Does federally subsidized rental housing depress neighborhood property values?
Few communities welcome federally subsidized rental housing, with one of the most commonly voiced fears being reductions in property values. Yet there is little empirical evidence that subsidized housing depresses neighborhood property values. This paper estimates and compares the neighborhood impacts of a broad range of federally subsidized rental housing programs, using rich data for New York City and a difference-in-difference specification of a hedonic regression model. We find that federally subsidized developments have not typically led to reductions in property values and have, in fact, led to increases in some cases. Impacts are highly sensitive to scale, though patterns vary across programs. © 2007 by the Association for Public Policy Analysis and Management
Volume (Year): 26 (2007)
Issue (Month): 2 ()
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- Edgar O. Olsen, 2001.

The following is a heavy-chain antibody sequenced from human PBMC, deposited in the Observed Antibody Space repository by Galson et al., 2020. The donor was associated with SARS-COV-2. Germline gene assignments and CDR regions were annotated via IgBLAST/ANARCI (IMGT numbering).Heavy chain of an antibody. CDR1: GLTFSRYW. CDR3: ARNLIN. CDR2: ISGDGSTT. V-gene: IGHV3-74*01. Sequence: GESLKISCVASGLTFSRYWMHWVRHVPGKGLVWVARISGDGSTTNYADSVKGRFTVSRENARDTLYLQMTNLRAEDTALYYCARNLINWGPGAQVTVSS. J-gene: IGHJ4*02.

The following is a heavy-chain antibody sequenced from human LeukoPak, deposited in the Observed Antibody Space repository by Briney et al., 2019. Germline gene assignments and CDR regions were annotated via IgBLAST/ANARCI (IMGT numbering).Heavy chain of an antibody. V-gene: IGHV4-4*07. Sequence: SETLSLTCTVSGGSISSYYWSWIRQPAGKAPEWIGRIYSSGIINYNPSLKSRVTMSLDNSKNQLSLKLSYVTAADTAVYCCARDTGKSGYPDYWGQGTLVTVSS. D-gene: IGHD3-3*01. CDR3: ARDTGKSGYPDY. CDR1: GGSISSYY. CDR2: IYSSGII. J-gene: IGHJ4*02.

"Housing Programs for Low-Income Households,"
NBER Working Papers
8208, National Bureau of Economic Research, Inc.
- Steve Malpezzi, "undated". "Low-Income Housing Tax Credit Housing Developments and Property Values," Wisconsin-Madison CULER working papers 01-10, University of Wisconsin Center for Urban Land Economic Research.
- Lyons, Robert F. & Loveridge, Scott, 1993. "An Hedonic Estimation Of The Effect Of Federally Subsidized Housing On Nearby Residential Property Values," Staff Papers 13377, University of Minnesota, Department of Applied Economics.
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